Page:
3. Well, hopefully the court will never grant cert to a case named Plumber v. United States.

    1. That case would send the law right down the toiilet!

  4. With this article, you’re just punting the problem.

  5. Orin routs carpenter puns — film at 11.

  6. The Carpenter decision will leave us really screwed.

    I doubt the justices will be on the level.

    But the reasoning will be convoluted — no plane speaking there. The readers will just have to saw through it.

  7. Properly framed, carpenter puns might hit the nail on the head. I must say, I’m pretty floored, and I hope there’s not a ceiling to these carpentry puns. Don’t be a square and let these puns level out.

  8. In case of a divided decision — Carpenter Splinters Court

    1. Well played.

    2. Nicely done.

    3. Very good, but think I like “Carpenter Splinters Bench” just a little bit more.

  9. If the law-review authors can’t put their bad jokes in the *titles* of their articles, they’ll end up putting the bad jokes in the articles themselves, in the sense of the articles themselves being bad jokes.

    But let’s stop inflicting puns on each other, we’re only hurting each other.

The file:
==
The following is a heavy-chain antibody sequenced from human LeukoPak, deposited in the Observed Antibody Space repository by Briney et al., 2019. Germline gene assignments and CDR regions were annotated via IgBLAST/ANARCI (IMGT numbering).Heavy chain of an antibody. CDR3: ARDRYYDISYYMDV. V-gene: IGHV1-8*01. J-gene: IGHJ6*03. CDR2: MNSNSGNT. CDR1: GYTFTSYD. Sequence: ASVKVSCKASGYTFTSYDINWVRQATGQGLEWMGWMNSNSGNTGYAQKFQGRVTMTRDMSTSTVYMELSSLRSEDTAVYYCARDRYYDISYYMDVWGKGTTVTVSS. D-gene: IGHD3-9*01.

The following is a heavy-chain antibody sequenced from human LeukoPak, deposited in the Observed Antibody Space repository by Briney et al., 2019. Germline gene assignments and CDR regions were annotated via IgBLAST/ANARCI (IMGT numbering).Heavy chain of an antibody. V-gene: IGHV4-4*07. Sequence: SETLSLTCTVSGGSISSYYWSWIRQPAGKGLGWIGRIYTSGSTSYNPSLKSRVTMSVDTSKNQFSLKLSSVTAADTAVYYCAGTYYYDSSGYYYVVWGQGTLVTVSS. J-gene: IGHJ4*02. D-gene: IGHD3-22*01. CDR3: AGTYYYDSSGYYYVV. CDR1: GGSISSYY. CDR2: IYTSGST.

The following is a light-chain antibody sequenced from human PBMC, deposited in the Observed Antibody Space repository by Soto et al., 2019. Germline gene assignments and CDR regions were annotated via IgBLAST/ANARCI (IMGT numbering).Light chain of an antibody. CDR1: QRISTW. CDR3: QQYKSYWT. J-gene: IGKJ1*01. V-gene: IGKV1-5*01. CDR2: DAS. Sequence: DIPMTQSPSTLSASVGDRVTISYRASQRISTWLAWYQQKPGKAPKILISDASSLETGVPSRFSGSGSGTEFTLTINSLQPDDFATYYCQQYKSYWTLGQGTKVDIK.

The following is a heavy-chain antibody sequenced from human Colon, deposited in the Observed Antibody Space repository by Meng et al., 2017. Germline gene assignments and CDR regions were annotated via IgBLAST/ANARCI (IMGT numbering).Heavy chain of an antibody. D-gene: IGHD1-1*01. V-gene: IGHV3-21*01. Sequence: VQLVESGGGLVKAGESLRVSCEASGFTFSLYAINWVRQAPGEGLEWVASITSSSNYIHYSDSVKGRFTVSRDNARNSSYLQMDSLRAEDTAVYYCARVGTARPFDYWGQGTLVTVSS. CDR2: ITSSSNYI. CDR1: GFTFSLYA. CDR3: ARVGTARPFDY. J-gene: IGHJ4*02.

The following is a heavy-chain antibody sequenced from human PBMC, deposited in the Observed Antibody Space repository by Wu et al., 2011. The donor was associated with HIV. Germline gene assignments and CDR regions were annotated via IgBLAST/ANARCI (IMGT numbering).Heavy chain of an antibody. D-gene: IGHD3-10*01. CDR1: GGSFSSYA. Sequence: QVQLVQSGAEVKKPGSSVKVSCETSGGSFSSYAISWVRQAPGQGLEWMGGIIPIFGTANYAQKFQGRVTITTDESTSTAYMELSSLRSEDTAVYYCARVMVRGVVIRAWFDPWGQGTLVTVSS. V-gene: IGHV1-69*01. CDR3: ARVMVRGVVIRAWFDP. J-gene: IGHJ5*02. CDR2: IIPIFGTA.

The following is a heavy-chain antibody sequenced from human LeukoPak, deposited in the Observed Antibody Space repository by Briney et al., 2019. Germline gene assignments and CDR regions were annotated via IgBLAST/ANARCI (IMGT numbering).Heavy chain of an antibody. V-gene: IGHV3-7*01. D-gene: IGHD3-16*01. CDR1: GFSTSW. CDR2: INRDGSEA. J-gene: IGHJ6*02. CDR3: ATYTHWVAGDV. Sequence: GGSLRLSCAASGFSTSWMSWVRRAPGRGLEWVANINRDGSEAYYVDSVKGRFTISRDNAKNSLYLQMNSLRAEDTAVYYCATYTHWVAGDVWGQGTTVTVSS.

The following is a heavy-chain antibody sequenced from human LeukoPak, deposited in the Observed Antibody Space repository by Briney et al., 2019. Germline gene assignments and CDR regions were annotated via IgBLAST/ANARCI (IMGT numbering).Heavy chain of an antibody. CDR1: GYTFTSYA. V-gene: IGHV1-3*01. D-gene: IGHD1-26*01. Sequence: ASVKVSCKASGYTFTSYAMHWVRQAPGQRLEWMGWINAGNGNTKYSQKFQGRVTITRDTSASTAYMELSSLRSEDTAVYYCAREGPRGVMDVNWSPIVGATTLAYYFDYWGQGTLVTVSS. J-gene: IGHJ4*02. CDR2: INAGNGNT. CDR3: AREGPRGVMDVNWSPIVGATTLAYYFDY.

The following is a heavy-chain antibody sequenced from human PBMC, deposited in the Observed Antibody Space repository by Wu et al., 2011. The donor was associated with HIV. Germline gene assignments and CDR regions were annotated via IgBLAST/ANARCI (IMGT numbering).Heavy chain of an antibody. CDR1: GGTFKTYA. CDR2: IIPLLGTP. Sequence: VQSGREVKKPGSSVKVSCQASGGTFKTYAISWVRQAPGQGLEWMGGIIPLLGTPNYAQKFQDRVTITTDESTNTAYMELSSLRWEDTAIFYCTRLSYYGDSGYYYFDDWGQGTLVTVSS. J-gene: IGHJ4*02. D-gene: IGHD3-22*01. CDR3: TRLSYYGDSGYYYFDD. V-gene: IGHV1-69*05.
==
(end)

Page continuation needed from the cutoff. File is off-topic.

10. Academics really need to get beat up a little bit more often. This pun shit was rampant in CS as well.

    1. It is everywhere. I recall a memo I read in the late 90s from the brigade commander reminding us that the use of puns in official correspondence was unprofessional. People were using them in intelligence reports.

  11. “bad article title puns”

    This is a bad opinion.

    No pun is bad. Puns are in fact the best humor.

    1. Never meet a pun I didn’t like, and that’s my punditry for today.

  12. Orin ought to be disbarred for this. And not rebar’d.

  13. the Carpenters sell records, but what about Carpenter’s cell records?

    Also – building a case on Carpenter

  14. the Carpenters sell records, but what about Carpenter’s cell records?

    Also – building a case on Carpenter

  15. You’ve put you’re finger on the reason there is violence in the world.

  16. Carp Enter: Recent Developments on Searches of Fish Domiciles

    1. I’ll take your comment as just a fluke.

  17. The incentive to use catchy titles is too strong. They won’t go away. Heck, I know at least one tenured professor who says it’s better to come up with a paper after thinking of a catchy title, rather than do the research and then title the paper. Swears it helps the acceptance rate.

  18. Prof. Kerr needs to stop nudging law review authors to write differently, or people will start calling him Orin Otherwords.

  19. Carpenter, the decision everyone saw coming.

  20. If I were Carpenter, and you were Brady…

  21. Carpenter calls government on the carpet.

  22. Reporters pick their own ‘pun’ishment.

  23. If only the case had involved a motion for jointer…

  24. Awls well that ends well.

    1. Caselaw precedent augers well for the government’s position.

  25. Rainy days and Supreme Court case puns always get me down.

  26. “Carpenter: Building a Scaffold for the Fourth Amendment”

    Works, albeit in an exaggerated manner, whichever way the decision comes down.

  27. Will the decision be “structurally” sound?